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The FAA provides to those who register their a 10-digit code which must be legibly printed on the frame of the device. However, a ’s ID cannot be read unless somebody is in close proximity to the device, making it almost impossible to identify drones that are in flight. During the recent year, the automaker Ford has been working with the FAA to figure out how to track s.
Their solution wants drones to use their anti-collision lights to flash their ID number in code that would be readable by a proprietary app. That would enable bystanders to use their smartphones to report misbehaving s, Ford stated in a blog post, noting that they used this method to reliably identify drones up to 80 feet away from the observer during testing.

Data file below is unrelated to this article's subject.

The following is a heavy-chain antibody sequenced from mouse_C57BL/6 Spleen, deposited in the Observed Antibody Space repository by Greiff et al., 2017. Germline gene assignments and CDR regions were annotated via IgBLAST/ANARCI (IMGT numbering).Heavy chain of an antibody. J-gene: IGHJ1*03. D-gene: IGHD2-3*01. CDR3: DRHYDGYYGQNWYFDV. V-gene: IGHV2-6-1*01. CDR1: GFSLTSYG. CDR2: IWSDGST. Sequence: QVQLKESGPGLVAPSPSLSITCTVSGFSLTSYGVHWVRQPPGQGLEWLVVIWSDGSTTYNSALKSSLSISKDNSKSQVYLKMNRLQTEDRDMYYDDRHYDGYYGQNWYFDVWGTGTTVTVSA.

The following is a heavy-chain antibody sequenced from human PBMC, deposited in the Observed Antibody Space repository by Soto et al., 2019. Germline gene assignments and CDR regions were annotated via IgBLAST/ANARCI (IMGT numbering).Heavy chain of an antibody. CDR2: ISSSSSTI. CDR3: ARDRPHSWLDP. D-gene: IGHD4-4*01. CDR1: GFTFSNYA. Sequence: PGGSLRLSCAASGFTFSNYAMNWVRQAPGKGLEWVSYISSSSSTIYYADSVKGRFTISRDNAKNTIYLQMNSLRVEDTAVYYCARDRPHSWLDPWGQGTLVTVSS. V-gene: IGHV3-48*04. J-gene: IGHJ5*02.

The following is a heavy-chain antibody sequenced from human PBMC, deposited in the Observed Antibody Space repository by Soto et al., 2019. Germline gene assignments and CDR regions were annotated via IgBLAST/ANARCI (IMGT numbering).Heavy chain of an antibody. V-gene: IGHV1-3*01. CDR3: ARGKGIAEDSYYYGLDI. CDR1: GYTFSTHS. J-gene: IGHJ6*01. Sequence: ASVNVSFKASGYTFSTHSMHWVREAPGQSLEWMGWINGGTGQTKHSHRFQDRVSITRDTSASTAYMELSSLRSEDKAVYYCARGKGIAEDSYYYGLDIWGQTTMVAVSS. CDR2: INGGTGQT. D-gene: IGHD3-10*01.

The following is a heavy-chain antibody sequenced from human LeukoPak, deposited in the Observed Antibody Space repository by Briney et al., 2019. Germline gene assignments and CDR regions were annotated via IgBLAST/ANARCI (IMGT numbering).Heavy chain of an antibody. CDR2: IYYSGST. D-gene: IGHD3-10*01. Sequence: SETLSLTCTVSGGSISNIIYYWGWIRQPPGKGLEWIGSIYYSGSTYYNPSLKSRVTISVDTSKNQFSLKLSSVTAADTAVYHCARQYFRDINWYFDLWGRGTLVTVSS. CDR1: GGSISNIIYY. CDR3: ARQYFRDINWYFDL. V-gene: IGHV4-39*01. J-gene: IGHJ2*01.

While that’s not far at all for surveillance drones, it might be close enough for drones endangering airports or driving paths — though it’s unclear how quickly the app could identify fast-moving aircraft. That range could be extended by up to 20 times using commonly-available DSLR lenses.
According to medium.com, Ford’s patent-pending idea is to use the lights to broadcast a ’s 10-digit code in an ASCII-encoded binary signal at a baud rate — one that could be synced for consistency across the system to ensure universal compatibility.
The registration number can be captured and interpreted by a camera-based software app Ford developed. Their decoding algorithms, built using Google TensorFlow, can be run on a standard smartphone, which would enable the public to identify and report any misbehaving drones.
Light-based identification has its own problems, writes engadget.com, but at least it would be easier to implement than broadcasting by radio, an approach that could require industry standardization. It’s a potentially cheap, efficient solution using equipment people already have (like smartphones), and given that consumers once again have to register their drones with the FAA, those 10-digit ID numbers will be more available.